Psycho and The Seventh Victim: How Hitchcock and Lewton Compare

Some time back I watched a Val Lewton film “The Seventh Victim.” Aside from it being one of the more unusual and fascinating- not to mention disturbing- films I’ve seen in a while, there were scenes in it which reminded me of something. And after a little thought, I realized what that something was: Hitchcock’s landmark film, “Psycho.”

For starters, this movie involves a young woman’s search for her missing sister.  This search pulls her away from a “normal” existence, and throws her into a different world which is at turns menacing, confusing, romantic, and potentially lethal.  The journey she embarks on will change her life forever- if it doesn’t end it first.


A woman searching for her sister in an unfamiliar town.

She enlists the aid of her sister’s romantic “acquaintance.”

Beaumont and Gavin’s relationship to Jacklin and Marion (respectively), is not clear to the sisters.

The women are victims of “predators.”

The pursuers enter a “world’ different from their own, where they are not only unwelcome but also at great risk.

The world they enter is becoming dysfunctional, directly due to the intrusion by strangers, and the attempted escape by those who have intruded.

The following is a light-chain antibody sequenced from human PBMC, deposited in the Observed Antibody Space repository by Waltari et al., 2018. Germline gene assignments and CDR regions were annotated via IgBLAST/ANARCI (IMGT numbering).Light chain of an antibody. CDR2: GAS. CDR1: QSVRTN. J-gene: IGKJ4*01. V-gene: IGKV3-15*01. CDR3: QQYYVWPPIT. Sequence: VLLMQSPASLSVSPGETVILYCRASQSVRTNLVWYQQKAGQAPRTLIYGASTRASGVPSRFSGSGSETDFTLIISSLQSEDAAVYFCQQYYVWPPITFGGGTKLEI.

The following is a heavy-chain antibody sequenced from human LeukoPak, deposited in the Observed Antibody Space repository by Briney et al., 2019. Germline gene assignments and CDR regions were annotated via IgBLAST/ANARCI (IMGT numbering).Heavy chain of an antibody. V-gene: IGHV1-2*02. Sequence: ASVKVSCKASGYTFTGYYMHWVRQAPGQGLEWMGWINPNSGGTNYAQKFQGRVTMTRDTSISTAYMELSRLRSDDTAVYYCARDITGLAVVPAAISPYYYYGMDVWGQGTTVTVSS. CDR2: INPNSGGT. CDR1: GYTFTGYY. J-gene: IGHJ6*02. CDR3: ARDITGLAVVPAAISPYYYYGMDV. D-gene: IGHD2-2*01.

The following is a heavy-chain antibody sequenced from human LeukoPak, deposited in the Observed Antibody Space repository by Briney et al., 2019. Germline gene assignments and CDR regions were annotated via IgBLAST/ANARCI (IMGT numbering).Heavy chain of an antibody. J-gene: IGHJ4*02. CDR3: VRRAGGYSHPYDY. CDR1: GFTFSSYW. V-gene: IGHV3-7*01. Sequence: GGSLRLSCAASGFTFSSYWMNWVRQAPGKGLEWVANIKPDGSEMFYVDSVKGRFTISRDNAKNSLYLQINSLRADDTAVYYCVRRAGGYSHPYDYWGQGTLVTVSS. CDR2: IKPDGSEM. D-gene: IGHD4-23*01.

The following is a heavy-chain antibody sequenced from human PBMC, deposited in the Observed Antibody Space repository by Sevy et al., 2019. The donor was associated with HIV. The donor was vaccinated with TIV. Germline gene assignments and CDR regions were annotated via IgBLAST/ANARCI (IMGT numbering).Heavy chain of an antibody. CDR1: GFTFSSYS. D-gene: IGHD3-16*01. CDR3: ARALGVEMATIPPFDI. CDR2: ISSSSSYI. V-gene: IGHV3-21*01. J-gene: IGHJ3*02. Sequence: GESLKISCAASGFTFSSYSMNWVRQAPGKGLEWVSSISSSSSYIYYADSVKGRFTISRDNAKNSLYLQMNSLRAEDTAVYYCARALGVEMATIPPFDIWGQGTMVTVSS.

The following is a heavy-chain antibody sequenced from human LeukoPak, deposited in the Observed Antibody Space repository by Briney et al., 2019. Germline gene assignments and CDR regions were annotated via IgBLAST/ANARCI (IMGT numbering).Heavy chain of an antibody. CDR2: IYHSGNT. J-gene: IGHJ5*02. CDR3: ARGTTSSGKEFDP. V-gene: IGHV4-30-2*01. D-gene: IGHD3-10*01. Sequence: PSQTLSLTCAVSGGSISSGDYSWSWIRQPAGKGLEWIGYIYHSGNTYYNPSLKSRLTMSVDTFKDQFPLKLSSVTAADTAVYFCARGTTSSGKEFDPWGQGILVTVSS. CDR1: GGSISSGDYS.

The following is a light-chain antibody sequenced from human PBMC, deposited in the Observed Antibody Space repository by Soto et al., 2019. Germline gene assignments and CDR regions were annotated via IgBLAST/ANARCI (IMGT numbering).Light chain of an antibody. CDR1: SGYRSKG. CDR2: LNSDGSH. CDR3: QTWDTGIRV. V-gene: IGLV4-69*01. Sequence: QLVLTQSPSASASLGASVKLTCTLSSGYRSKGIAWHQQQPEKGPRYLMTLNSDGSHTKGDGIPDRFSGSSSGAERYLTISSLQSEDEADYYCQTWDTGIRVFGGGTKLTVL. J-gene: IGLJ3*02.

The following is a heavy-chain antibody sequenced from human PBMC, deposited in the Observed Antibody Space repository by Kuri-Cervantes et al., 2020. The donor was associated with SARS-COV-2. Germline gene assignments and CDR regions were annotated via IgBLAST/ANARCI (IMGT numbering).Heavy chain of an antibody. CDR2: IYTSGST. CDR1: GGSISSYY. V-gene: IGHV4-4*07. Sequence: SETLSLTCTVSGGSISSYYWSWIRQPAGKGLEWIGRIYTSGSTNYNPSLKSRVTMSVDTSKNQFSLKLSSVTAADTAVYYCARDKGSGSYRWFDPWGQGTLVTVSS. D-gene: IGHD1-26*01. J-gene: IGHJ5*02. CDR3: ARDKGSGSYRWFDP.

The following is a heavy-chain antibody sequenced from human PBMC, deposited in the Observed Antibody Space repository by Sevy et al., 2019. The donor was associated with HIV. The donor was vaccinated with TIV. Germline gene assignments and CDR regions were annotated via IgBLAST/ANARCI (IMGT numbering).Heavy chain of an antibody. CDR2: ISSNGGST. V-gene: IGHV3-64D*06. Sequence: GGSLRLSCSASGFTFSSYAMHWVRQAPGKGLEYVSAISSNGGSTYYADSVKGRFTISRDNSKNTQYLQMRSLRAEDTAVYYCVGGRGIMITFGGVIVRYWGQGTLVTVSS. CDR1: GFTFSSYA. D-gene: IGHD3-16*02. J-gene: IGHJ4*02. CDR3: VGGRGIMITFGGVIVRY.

A detective dies of stab wounds while searching for the sister.

An intruder menaces a woman in a shower; the shadow upon the curtain is chilling.

There are rooms that hide horrible or unsettling secrets.

The sister inspects personal effects of the victim: a handheld mirror, hairbrush, etc.

Knife displays.

A menacing house is prominent

Police are ineffective, to the point of exclusion, in the search or resolution of the conflict.

Stairs are prominent.


An undercurrent of spirituality: The references to the heavens (the constellation Orion), made by the poet.

The good vs. evil theme, most strikingly portrayed in a scene where Dr. Judd and the poet face off with the Satanists. The duo has gone to the cult’s lair in their search for Jacklin.  As the two are about to leave, the head of the cult proclaims his allegiance to, and belief in, the majesty of Satanic power.  He asks what proof the doctor or the poet have of the existence of God or his goodness.  The two respond  by quoting from the scriptures, and from personal experience.

Instead of one antagonist (Norman Bates), there is a whole group of them.

The 7th victim’s death is self-inflicted.

The film has some interesting details thrown in:

  • The number of Jacklin’s apartment is 7.
  • She is the 7th victim of the cult
  • Wordplay used as foreshadowing: Judd tells the sister that he prefers the left side, because it is sinister.


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